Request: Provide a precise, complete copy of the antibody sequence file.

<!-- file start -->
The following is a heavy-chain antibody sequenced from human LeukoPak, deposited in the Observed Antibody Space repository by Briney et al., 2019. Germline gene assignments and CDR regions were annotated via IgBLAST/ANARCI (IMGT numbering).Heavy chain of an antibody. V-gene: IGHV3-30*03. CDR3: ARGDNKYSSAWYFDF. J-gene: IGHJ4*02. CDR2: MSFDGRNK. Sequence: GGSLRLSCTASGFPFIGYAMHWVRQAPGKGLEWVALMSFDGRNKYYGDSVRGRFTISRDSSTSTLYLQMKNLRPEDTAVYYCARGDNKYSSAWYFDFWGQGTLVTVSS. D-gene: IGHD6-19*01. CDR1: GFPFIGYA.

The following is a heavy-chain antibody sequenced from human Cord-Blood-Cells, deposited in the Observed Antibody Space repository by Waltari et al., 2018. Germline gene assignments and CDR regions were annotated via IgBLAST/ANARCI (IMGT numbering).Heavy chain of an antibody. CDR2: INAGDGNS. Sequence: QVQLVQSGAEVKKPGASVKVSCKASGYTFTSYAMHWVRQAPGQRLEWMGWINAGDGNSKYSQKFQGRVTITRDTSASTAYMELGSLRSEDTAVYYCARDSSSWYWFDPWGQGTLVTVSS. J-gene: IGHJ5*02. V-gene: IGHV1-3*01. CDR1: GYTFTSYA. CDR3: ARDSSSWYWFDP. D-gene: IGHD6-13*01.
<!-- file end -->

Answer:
The following is a heavy-chain antibody sequenced from human LeukoPak, deposited in the Observed Antibody Space repository by Briney et al., 2019. Germline gene assignments and CDR regions were annotated via IgBLAST/ANARCI (IMGT numbering).Heavy chain of an antibody. V-gene: IGHV3-30*03. CDR3: ARGDNKYSSAWYFDF. J-gene: IGHJ4*02. CDR2: MSFDGRNK. Sequence: GGSLRLSCTASGFPFIGYAMHWVRQAPGKGLEWVALMSFDGRNKYYGDSVRGRFTISRDSSTSTLYLQMKNLRPEDTAVYYCARGDNKYSSAWYFDFWGQGTLVTVSS. D-gene: IGHD6-19*01. CDR1: GFPFIGYA.

The following is a heavy-chain antibody sequenced from human Cord-Blood-Cells, deposited in the Observed Antibody Space repository by Waltari et al., 2018. Germline gene assignments and CDR regions were annotated via IgBLAST/ANARCI (IMGT numbering).Heavy chain of an antibody. CDR2: INAGDGNS. Sequence: QVQLVQSGAEVKKPGASVKVSCKASGYTFTSYAMHWVRQAPGQRLEWMGWINAGDGNSKYSQKFQGRVTITRDTSASTAYMELGSLRSEDTAVYYCARDSSSWYWFDPWGQGTLVTVSS. J-gene: IGHJ5*02. V-gene: IGHV1-3*01. CDR1: GYTFTSYA. CDR3: ARDSSSWYWFDP. D-gene: IGHD6-13*01.